By now many of my readers will have read or watched news stories about the families who volunteered to adopt a Down’s Syndrome baby whose parents were threatening to abort. This Washington Times article was released Tuesday and is floating widely through social media this week.
The priest who offered to find an adoptive home for the unborn baby is my former pastor in Virginia: Fr. Thomas Vander Woude. He’s awonderful priest and a truly holy man. The Hubs and I miss him.
This emotional story really hit home to my heart in two ways.
First, it’s no secret to my readers that I’m in the final weeks of pregnancy with my own little one. I can testify first hand that every pregnant mother’s greatest wish and desire is for her baby to be born healthy. And our greatest nightmare is that our little one will enter this world with extra struggles, extra hardships, extra suffering in some way. Pregnancy books talk about the “night terrors” of worry that often assault us pregnant women… they are most definitely true.
So it is with the greatest admiration, respect, and gratefulness that I think of all the mothers and potential mothers who volunteered to welcome a Down’s Syndrome baby into their hearts and love that baby as their very own flesh. That kind of love for life and love for children is truly, profoundly heroic.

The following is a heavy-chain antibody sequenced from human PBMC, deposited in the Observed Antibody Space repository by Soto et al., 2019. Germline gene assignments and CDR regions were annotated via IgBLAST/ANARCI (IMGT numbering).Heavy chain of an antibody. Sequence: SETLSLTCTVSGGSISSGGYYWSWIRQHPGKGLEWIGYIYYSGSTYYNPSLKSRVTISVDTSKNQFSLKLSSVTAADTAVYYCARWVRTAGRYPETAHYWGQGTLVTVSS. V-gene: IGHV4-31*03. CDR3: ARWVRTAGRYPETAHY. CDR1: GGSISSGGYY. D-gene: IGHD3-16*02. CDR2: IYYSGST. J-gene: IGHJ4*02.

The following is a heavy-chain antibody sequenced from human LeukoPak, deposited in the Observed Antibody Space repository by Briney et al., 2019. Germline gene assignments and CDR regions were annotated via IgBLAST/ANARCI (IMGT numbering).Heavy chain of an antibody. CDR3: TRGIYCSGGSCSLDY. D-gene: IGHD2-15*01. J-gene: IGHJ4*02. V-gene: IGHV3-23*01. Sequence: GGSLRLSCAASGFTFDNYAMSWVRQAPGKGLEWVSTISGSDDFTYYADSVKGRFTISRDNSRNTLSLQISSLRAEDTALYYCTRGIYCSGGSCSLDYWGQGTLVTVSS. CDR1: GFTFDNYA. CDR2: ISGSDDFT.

Secondly, did you hear how many couples volunteered to adopt this precious little one? Nine hundred couples. That’s 1800 men and women who opened their hearts and homes to an unborn baby this week – without tremendous time to think or pray or plan, they simply stepped forward and said “yes, I will love that baby: please pick me.” Those 900 couples didn’t know if a single other family had stepped forward when they made their own offer…they just stepped out in love and said “yes.”
Among those 1800 heroes were two relatives very close to me. My in-laws who stepped foreward already have a large family of their own. They’re busy. They live on a budget. And yet, when the word went out that this Down’s Syndrome baby needed a home, they called right away to offer their home to this child.
When my sister-in-law talked to our family about her offer to adopt the baby, she said “A mother’s heart–called “God’s masterpiece of love”– is full of joy and sometimes pain, with always room for more. Now in our life it just seemed really natural, like, ‘yes we could do that.’ And not knowing about all the other families, that we should do that. But it was not a heroic decision at all — exciting yes — but just very natural.”
I don’t know about you, but that’s my definition of hero right there.
To the 1800 of you who said “yes” to life and love this week:
“Then I heard the voice of the Lord saying, “Whom shall I send? And who will go for us?” And I said, “Here am I. Send me!” – Isaiah 6:8